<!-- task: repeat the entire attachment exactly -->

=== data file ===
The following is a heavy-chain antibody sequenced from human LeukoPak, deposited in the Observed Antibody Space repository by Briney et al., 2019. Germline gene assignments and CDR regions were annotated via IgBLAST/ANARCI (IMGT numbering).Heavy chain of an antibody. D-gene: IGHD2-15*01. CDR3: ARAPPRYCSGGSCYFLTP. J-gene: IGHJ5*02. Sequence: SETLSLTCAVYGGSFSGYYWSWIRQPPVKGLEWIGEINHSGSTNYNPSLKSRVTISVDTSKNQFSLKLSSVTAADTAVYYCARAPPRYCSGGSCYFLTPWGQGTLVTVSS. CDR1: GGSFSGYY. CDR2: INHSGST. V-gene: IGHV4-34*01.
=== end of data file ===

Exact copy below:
The following is a heavy-chain antibody sequenced from human LeukoPak, deposited in the Observed Antibody Space repository by Briney et al., 2019. Germline gene assignments and CDR regions were annotated via IgBLAST/ANARCI (IMGT numbering).Heavy chain of an antibody. D-gene: IGHD2-15*01. CDR3: ARAPPRYCSGGSCYFLTP. J-gene: IGHJ5*02. Sequence: SETLSLTCAVYGGSFSGYYWSWIRQPPVKGLEWIGEINHSGSTNYNPSLKSRVTISVDTSKNQFSLKLSSVTAADTAVYYCARAPPRYCSGGSCYFLTPWGQGTLVTVSS. CDR1: GGSFSGYY. CDR2: INHSGST. V-gene: IGHV4-34*01.